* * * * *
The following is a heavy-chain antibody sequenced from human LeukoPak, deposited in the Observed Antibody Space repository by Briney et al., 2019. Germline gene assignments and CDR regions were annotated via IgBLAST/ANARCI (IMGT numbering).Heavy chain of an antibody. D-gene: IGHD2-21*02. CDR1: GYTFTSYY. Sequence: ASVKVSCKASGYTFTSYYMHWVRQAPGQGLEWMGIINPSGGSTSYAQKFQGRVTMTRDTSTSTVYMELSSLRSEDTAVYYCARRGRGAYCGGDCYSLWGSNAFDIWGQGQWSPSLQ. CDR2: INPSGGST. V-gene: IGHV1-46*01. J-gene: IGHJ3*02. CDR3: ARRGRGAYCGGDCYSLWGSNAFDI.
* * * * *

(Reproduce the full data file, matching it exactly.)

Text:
The following is a heavy-chain antibody sequenced from human LeukoPak, deposited in the Observed Antibody Space repository by Briney et al., 2019. Germline gene assignments and CDR regions were annotated via IgBLAST/ANARCI (IMGT numbering).Heavy chain of an antibody. D-gene: IGHD2-21*02. CDR1: GYTFTSYY. Sequence: ASVKVSCKASGYTFTSYYMHWVRQAPGQGLEWMGIINPSGGSTSYAQKFQGRVTMTRDTSTSTVYMELSSLRSEDTAVYYCARRGRGAYCGGDCYSLWGSNAFDIWGQGQWSPSLQ. CDR2: INPSGGST. V-gene: IGHV1-46*01. J-gene: IGHJ3*02. CDR3: ARRGRGAYCGGDCYSLWGSNAFDI.